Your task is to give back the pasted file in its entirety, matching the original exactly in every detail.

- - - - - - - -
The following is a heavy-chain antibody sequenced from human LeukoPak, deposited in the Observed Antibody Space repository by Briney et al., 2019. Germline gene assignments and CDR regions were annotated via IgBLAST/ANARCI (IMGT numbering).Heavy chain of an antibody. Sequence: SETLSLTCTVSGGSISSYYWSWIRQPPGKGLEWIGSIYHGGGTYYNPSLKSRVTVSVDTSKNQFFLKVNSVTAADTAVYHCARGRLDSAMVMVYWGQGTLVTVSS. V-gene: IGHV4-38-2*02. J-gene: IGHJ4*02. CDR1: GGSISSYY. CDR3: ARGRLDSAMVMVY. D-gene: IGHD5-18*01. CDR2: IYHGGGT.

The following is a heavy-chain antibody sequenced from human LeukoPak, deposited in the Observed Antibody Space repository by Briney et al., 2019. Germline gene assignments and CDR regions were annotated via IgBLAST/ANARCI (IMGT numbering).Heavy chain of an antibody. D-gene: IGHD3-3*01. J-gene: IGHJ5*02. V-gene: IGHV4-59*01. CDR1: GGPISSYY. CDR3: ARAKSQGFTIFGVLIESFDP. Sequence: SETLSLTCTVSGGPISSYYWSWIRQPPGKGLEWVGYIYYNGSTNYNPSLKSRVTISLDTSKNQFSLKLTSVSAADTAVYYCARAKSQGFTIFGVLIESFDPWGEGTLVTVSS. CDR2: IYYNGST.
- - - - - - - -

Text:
The following is a heavy-chain antibody sequenced from human LeukoPak, deposited in the Observed Antibody Space repository by Briney et al., 2019. Germline gene assignments and CDR regions were annotated via IgBLAST/ANARCI (IMGT numbering).Heavy chain of an antibody. Sequence: SETLSLTCTVSGGSISSYYWSWIRQPPGKGLEWIGSIYHGGGTYYNPSLKSRVTVSVDTSKNQFFLKVNSVTAADTAVYHCARGRLDSAMVMVYWGQGTLVTVSS. V-gene: IGHV4-38-2*02. J-gene: IGHJ4*02. CDR1: GGSISSYY. CDR3: ARGRLDSAMVMVY. D-gene: IGHD5-18*01. CDR2: IYHGGGT.

The following is a heavy-chain antibody sequenced from human LeukoPak, deposited in the Observed Antibody Space repository by Briney et al., 2019. Germline gene assignments and CDR regions were annotated via IgBLAST/ANARCI (IMGT numbering).Heavy chain of an antibody. D-gene: IGHD3-3*01. J-gene: IGHJ5*02. V-gene: IGHV4-59*01. CDR1: GGPISSYY. CDR3: ARAKSQGFTIFGVLIESFDP. Sequence: SETLSLTCTVSGGPISSYYWSWIRQPPGKGLEWVGYIYYNGSTNYNPSLKSRVTISLDTSKNQFSLKLTSVSAADTAVYYCARAKSQGFTIFGVLIESFDPWGEGTLVTVSS. CDR2: IYYNGST.